Tag Archives: Gaelic American

An American reporter in 1920 Ireland: Newspapers

Harry F. Guest

American journalist Harry F. Guest of the New York Globe spent January and February 1920 reporting from revolutionary Ireland. Upon his return to America, he wrote two dozen stories based on his interviews and observations, which were syndicated to U.S. and Canadian newspapers through May 1920. See earlier posts in this series and other stories about American reporting of Irish independence at the linked project landing page. Reader input is welcomed, including photos or links to relevant source material. For this post only, I’ve linked the headline to a .pdf copy of the story for newspaper historians.  MH

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British Suspension of Irish Newspapers Raised Great Storm of Protest1

Guest, a veteran New York City reporter and editor, devoted this story to the antagonism between foreign and domestic newspapers and the British administration in Ireland at Dublin Castle. He wrote:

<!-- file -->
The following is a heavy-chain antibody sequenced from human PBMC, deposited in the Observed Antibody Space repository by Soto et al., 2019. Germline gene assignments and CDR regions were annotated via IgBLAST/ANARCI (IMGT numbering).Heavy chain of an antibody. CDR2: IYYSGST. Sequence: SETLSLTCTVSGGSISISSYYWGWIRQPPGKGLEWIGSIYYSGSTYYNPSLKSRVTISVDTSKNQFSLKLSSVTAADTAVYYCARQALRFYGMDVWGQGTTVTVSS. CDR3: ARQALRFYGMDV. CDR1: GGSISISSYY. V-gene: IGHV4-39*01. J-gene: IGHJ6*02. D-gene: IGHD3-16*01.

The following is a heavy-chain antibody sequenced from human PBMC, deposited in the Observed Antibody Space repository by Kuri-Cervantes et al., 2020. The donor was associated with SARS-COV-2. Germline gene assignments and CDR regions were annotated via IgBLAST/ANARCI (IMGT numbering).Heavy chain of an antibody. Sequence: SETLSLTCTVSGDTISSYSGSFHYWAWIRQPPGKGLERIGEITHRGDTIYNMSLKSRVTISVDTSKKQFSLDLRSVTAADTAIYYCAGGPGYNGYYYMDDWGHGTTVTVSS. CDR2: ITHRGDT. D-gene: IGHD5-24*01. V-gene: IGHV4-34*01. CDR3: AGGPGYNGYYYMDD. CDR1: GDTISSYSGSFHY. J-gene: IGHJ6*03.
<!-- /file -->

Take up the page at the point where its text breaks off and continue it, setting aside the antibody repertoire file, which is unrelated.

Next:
Being a newspaper editor in Ireland is a ticklish job. If you publish something which offends Dublin Castle, the police or military raids your offices and carry away vital parts of the presses. If you criticize Sinn Féin too severely, your office is likely to be stormed and the presses smashed.

As a newspaper man, I have great respect for the Irish newspapers. When one which has been suppressed receives permission to resume publication, it is the custom to come out in the next issue with a blast against the government which makes the previous ‘libel’ read like a hymn of praise.

St. Louis Post-Dispatch, Jan. 20, 1920

Guest again referenced the Defense of the Realm Act, or “Dora,” which he noted was used to exert “strict censorship not only over dispatches sent from Ireland, but foreign news sent to Ireland as well.” This may be why Guest waited until he returned to America before writing his series about Ireland, just as United Press correspondent Ralph F. Couch had done in early 1919 after his scoop interview with prison escapee Éamon de Valera.

Guest reported the mid-January 1920, Dublin post office seizures of the New York American, Irish World, and Gaelic American,2 with “thousands of copies … carried off to Dublin Castle” because they contained articles about the Irish bond drive in America. “This was not the first seizure of its kind in Ireland and it probably will not be the last,” he wrote.